After eight years as Halton Region's Chief Administrative Officer (CAO), Brent Marshall retired from that job Friday, but he's hoping he won't be away for long. That same day, the Acton resident filed as a candidate for the regional chairman's post in next month's municipal election. "It's a surprise to a lot of people, but not a surprise to a number of other individuals who have been supporting me and encouraging me to take this step for a number of months now," said Marshall in an Independent & Free Press interview on Monday. Marshall, 56, called the support and encouragement from business leaders and elected officials, from all levels of government, to seek Halton's top elected job "quite humbling." It started soon after current regional chairman Joyce Savoline announced last December she wouldn't be running for re-election. Until then, Marshall said he hadn't really considered seeking the chairman's post, but did think at some point after he retired he might try for a local or regional council seat. "I had always been interested in the political side of life because of my community activities," said Marshall. "I've been a volunteer in my hometoen forever." He has been a volunteer firefighter with the Halton Hills Fire Protection and Prevention Services for 35 years, serving as the district chief of the Acton station for approximately 15 years. Marshall is also a life member and past president of the Acton Agricultural Society and is co-chair of the society's fundraising committee. The lifelong Acton resident was also a minor hockey coach for 15 years and served on the board of the Acton Figure Skating Club. "There is no ego attached to this (running for the regional chairman's post). It is about serving my community in the best way possible," he said. Marshall did not want to take a leave of absence to run for the job. "I didn't want any mixed messages that this was a half-hearted attempt to jump into the political life," said Marshall, who has been CAO since 1998.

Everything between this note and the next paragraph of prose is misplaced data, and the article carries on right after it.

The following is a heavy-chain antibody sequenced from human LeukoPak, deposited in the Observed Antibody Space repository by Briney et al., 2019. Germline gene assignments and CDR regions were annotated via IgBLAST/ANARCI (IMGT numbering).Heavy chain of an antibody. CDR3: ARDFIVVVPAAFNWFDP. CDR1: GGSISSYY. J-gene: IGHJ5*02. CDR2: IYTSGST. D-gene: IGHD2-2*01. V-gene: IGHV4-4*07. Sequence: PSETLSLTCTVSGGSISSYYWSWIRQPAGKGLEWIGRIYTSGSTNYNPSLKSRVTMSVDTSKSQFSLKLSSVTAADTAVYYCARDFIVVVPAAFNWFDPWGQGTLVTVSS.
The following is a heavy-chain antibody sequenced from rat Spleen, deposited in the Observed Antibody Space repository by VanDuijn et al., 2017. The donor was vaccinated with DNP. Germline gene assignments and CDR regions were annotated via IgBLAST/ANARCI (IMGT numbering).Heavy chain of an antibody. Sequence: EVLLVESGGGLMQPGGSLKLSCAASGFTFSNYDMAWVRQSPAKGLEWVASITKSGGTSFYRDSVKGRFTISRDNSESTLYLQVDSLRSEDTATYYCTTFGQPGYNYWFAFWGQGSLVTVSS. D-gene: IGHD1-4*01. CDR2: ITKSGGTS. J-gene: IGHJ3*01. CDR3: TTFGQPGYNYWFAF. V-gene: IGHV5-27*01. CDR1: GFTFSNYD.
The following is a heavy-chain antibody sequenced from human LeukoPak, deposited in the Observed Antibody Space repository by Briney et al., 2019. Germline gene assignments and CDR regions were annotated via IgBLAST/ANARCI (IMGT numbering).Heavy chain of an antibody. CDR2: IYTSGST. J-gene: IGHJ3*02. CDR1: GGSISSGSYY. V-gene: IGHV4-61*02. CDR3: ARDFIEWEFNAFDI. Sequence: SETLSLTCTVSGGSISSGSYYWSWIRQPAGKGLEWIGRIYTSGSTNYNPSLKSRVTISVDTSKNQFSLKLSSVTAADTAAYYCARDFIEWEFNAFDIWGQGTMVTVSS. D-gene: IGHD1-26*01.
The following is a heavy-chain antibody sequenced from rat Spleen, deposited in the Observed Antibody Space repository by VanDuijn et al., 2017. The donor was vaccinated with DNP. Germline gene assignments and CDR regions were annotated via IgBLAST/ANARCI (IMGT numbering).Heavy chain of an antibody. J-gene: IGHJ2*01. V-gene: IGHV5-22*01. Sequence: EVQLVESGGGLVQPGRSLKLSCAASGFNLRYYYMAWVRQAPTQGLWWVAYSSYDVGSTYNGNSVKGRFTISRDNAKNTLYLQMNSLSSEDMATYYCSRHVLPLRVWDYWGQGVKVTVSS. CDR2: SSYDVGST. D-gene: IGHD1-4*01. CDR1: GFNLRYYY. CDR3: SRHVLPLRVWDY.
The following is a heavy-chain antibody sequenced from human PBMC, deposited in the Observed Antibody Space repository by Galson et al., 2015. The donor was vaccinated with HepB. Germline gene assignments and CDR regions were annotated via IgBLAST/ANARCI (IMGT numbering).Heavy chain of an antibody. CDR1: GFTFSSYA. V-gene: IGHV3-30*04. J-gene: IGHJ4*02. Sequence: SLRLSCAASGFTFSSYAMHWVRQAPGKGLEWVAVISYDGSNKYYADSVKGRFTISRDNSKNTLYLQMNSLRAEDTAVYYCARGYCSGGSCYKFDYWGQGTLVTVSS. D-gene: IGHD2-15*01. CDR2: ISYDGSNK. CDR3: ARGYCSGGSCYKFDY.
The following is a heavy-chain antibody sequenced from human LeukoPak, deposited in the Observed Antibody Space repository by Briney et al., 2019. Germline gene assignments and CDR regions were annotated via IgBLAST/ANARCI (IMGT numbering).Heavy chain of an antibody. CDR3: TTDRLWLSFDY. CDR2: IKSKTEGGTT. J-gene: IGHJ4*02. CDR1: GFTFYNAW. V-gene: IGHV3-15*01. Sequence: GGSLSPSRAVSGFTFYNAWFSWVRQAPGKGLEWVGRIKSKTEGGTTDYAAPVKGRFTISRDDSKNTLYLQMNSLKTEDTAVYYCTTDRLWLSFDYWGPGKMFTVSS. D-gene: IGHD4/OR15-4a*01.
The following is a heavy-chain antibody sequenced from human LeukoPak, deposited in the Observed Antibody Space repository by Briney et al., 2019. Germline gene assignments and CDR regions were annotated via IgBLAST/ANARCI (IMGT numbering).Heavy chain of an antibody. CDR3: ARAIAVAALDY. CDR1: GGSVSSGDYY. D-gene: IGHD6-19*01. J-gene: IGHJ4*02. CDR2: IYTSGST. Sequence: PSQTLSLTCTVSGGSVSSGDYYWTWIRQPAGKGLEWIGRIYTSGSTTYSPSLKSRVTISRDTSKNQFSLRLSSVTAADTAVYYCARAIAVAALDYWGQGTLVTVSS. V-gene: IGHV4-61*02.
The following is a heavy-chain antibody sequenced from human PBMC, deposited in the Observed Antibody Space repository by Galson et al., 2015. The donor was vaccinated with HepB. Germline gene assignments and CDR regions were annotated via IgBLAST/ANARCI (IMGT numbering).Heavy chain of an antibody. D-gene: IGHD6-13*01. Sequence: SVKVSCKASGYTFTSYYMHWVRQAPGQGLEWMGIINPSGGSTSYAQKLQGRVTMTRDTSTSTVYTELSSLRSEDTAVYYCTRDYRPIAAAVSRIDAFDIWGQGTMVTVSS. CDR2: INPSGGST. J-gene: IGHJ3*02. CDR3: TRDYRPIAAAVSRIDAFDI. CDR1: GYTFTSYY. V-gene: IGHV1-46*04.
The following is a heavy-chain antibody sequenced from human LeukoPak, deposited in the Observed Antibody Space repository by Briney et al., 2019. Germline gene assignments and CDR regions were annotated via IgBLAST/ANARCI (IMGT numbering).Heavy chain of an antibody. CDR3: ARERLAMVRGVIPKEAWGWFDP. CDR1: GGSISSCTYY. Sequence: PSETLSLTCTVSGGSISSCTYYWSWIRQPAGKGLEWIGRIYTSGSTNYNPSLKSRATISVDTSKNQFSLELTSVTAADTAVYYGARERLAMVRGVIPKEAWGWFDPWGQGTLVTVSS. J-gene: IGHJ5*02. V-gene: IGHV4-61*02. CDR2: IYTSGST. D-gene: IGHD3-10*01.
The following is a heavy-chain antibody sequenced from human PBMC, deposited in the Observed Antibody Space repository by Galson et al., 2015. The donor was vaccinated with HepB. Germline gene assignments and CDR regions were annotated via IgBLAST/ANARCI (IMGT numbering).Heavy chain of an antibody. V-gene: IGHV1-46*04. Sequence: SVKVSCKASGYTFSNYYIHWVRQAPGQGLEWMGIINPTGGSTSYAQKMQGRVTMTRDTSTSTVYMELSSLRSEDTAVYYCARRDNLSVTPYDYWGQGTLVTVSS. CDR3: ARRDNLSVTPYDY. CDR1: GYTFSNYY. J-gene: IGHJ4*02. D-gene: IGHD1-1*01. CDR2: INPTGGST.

Jane MacCaskill, Halton's commissioner of corporate services, has been appointed acting CAO. Marshall said Halton Region is in excellent shape, evidenced by a 16-year history with a AAA credit rating as a result of wise financial and overall management. He stressed the continuation of "strong, effective, visionary leadership" is important to the public. Marshall said it's important to have someone in the regional chairman's job who understands the complexity of the issues and has good relationships with elected and government officials at all government levels. Marshall said he fits that bill. "To lose that history and strength, and to start out with someone who doesn't have that background, that would be a setback for the people (of Halton)." He believes his experience as the Region's CAO is a big asset, and said he has an understanding of both the role of staff and elected officials. "There's no mystery around what I stand for. There's no risk. There's no guesswork. It's community first." He said managing the growth targeted for Halton would be a key issue in the future. "What we have the opportunity to do is to decide how to react to that." Marshall's competition in the election comes from Gary Carr and Robert Plaschka, both of Burlington, and Brian Burton of Oakville. Marshall began his municipal career in 1970 as a labourer for the Town of Acton. He moved up to lead hand, sub foreman, foreman and supervisor and in 1974 joined Halton Region, where he moved steadily up the ranks. He has worked as Halton's director of environ mental services, director of maintenance and commissioner of planning and public works until he was appointed CAO. He is a certified municipal manager and clerk/treasurer, graduated from the Ontario Fire College and has taken several municipal-related university courses. Marshall is the father of three grown children. His wife Janet died of cancer three years ago.